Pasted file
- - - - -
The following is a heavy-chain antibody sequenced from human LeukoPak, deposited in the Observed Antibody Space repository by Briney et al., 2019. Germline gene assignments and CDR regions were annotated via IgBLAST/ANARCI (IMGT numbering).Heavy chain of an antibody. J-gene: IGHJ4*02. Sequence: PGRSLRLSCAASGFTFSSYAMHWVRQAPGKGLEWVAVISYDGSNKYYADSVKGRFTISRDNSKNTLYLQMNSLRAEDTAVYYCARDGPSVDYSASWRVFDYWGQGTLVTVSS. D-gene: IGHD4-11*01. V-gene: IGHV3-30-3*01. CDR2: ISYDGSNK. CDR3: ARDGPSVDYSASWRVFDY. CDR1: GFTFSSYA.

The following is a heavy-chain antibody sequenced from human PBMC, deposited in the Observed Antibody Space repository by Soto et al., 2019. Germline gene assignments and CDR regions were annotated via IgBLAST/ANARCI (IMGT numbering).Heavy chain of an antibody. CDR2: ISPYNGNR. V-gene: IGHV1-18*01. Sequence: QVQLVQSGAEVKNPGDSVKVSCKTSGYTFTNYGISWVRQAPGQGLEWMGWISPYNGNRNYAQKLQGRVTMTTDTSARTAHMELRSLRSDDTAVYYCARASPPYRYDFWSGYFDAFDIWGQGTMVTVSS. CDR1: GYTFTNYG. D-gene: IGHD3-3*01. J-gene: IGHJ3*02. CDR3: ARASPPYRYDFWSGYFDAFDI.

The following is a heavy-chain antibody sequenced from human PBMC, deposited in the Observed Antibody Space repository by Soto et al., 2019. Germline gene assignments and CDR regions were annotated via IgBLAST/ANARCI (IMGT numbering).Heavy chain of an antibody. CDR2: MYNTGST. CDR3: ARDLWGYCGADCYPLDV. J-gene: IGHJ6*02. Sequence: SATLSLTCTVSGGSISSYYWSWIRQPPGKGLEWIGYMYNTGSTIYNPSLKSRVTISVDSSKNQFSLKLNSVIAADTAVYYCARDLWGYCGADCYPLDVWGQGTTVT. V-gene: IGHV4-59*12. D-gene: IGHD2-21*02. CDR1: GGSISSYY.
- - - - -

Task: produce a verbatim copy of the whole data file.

The following is a heavy-chain antibody sequenced from human LeukoPak, deposited in the Observed Antibody Space repository by Briney et al., 2019. Germline gene assignments and CDR regions were annotated via IgBLAST/ANARCI (IMGT numbering).Heavy chain of an antibody. J-gene: IGHJ4*02. Sequence: PGRSLRLSCAASGFTFSSYAMHWVRQAPGKGLEWVAVISYDGSNKYYADSVKGRFTISRDNSKNTLYLQMNSLRAEDTAVYYCARDGPSVDYSASWRVFDYWGQGTLVTVSS. D-gene: IGHD4-11*01. V-gene: IGHV3-30-3*01. CDR2: ISYDGSNK. CDR3: ARDGPSVDYSASWRVFDY. CDR1: GFTFSSYA.

The following is a heavy-chain antibody sequenced from human PBMC, deposited in the Observed Antibody Space repository by Soto et al., 2019. Germline gene assignments and CDR regions were annotated via IgBLAST/ANARCI (IMGT numbering).Heavy chain of an antibody. CDR2: ISPYNGNR. V-gene: IGHV1-18*01. Sequence: QVQLVQSGAEVKNPGDSVKVSCKTSGYTFTNYGISWVRQAPGQGLEWMGWISPYNGNRNYAQKLQGRVTMTTDTSARTAHMELRSLRSDDTAVYYCARASPPYRYDFWSGYFDAFDIWGQGTMVTVSS. CDR1: GYTFTNYG. D-gene: IGHD3-3*01. J-gene: IGHJ3*02. CDR3: ARASPPYRYDFWSGYFDAFDI.

The following is a heavy-chain antibody sequenced from human PBMC, deposited in the Observed Antibody Space repository by Soto et al., 2019. Germline gene assignments and CDR regions were annotated via IgBLAST/ANARCI (IMGT numbering).Heavy chain of an antibody. CDR2: MYNTGST. CDR3: ARDLWGYCGADCYPLDV. J-gene: IGHJ6*02. Sequence: SATLSLTCTVSGGSISSYYWSWIRQPPGKGLEWIGYMYNTGSTIYNPSLKSRVTISVDSSKNQFSLKLNSVIAADTAVYYCARDLWGYCGADCYPLDVWGQGTTVT. V-gene: IGHV4-59*12. D-gene: IGHD2-21*02. CDR1: GGSISSYY.